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Launcher is a small utility for launching programs that require DDE from applications that provide only a command line by which to invoke external modules. You can also use Launcher to specify a working directory where the option to do so is not provided (for example, in a file-type association in the registry) or, in the Win32 version, to use environment variables to change the way programs are launched.

If you just read that and didnít think to yourself, ďOh, Wow! Thatís exactly what I need!Ē you probably have no use for this program.

Note: Launcher is now in the public domain, but files in the distribution have not been updated to indicate that.

LAUNCHER is a simple utility designed to be used when a program provides 
only a command line (or even just a module file name) for launching 
another program; but either Windows registry associations should be 
used, or a DDE command, additional parameters and/or a working directory 
need to be specified.

In particular, LAUNCHER was first written to allow more flexibility in 
the use of Agent's MIME Types table.

Version 2 of LAUNCHER adds the ability to use environment variables
(such as %UserName%) to control launching.
Release Format:   Zip file (
Platform:         Windows NT/95 and up
Author/contact: (Randy Fellmy)

Distribution:     FREEWARE: This program (with all original files 
                  included and unmodified, and without charge) may be 
                  freely distributed and used.
FileVersion:      2.0.0
FileDescription:  Launcher: program and document launch interface
InternalName:     Launcher
LegalCopyright:   © Copyright 1999-2002 by Randy Fellmy
OriginalFilename: launcher.exe
ProductName:      Launcher
ProductVersion:   2.0.0

Compiler:         Microsoft Visual C++ 6.0 (Win32 API)

Changes in Launcher version 2.0.0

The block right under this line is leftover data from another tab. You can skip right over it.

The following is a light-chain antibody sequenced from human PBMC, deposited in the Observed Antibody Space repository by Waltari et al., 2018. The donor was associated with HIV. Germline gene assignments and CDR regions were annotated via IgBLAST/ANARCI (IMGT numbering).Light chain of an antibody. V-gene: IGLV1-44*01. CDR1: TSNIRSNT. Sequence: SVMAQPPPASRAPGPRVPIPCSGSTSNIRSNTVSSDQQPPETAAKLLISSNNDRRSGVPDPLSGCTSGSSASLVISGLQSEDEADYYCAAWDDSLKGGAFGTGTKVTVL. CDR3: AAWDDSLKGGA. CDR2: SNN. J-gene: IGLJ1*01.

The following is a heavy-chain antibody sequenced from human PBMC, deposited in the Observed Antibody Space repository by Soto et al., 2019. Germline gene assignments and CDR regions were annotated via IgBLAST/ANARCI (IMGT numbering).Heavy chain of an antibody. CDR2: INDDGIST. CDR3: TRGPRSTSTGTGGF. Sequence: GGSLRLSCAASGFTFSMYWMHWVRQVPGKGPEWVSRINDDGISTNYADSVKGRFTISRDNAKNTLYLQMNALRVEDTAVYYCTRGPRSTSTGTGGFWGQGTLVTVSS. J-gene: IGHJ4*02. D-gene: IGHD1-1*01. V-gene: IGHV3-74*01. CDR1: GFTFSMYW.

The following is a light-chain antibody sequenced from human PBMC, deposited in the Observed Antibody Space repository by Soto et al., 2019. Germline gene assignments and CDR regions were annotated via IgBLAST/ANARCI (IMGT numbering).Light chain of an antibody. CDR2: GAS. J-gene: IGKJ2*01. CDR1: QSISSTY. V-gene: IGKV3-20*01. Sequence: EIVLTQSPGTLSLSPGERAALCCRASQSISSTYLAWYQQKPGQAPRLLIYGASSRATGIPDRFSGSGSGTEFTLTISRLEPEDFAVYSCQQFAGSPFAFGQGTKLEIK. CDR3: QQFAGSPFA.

1. Launcher is now a native 32-bit application.

   A. This appears to have fixed a problem of unknown origin which caused 
   the "directory" parameter to be unreliable when running in Windows NT. 
   (Whether the problem occurs in either 1.1b or 2.0.0 on other 32-bit 
   versions of Windows is unknown.) Of course, this also means it will no 
   longer run under Windows 3.x (with or without Win32S).
   B. This also appears to have fixed another problem of unknown origin, 
   in which Microsoft Word 6 would hang on exit after Launcher had 
   launched a document into it by Windows associations. I haven't 
   observed that behavior with this version of Launcher, running under 
   Windows 2000.

2. The interpretation of the "ifexec" parameter was changed so that
if a null value is specified, no DDE conversation is initiated if the 
application must be started.

3. The processing of the "delay" parameter has changed significantly. 
Formerly, "delay" specified the minimum length of time, in milliseconds, 
that should elapse between launching the application and initiating a 
DDE conversation. Launcher now waits for the application to be ready for 
input, for a maximum of "delay" milliseconds, before attempting to 
initiate DDE. The default value for "delay" is now 32767 instead of 0.

4. Environment variables are now recognized in the "directory" parameter 
and in the first token in the "command" parameter (the file name of the 
application or document to be launched).

5. The "override" parameter has been added to allow substitution of an 
alternate initialization file based on environment variables (such as 

Known problems in Launcher version 2.0.0

Launcher recognizes the appearance of a leading double-quote mark in its 
calling parameters as indicative that a file name has been specified 
without a preceding section name; also, a double-quote at the beginning 
of the "command" parameter is recognized as the beginning of a "long 
file name" which extends to the next double-quote mark. Aside from this, 
LAUNCHER does not interpret double-quote marks. It is thus necessary in 
some cases to know whether double-quote marks will be present in the 
LAUNCHER command line when configuring the launch parameters, as they 
are not automatically stripped in %1 substitution. If there are 
applications which sometimes include double-quote marks around file 
names when calling an external program and other times do not, it may be 
impossible to code parameters that will launch both cases correctly.


Changes in Launcher version 1.1b

1. Corrected (hopefully) mishandling of long file names containing 
blanks when launched by Windows associations or entered (enclosed in 
double quotes) as the first token in the command parameter.

2. Added note in this Read Me file regarding double quotes in Windows 
initialization files, and revised known problems statement.


Changes in Launcher version 1.1a

1. Launcher now supports request as well as execute method DDE.
2. Launcher now supports the "ifexec" key.

3. Launcher can now send a second DDE message to activate (give focus 
to) an application that was already running.

4. A [*] section can be defined in the initialization file to control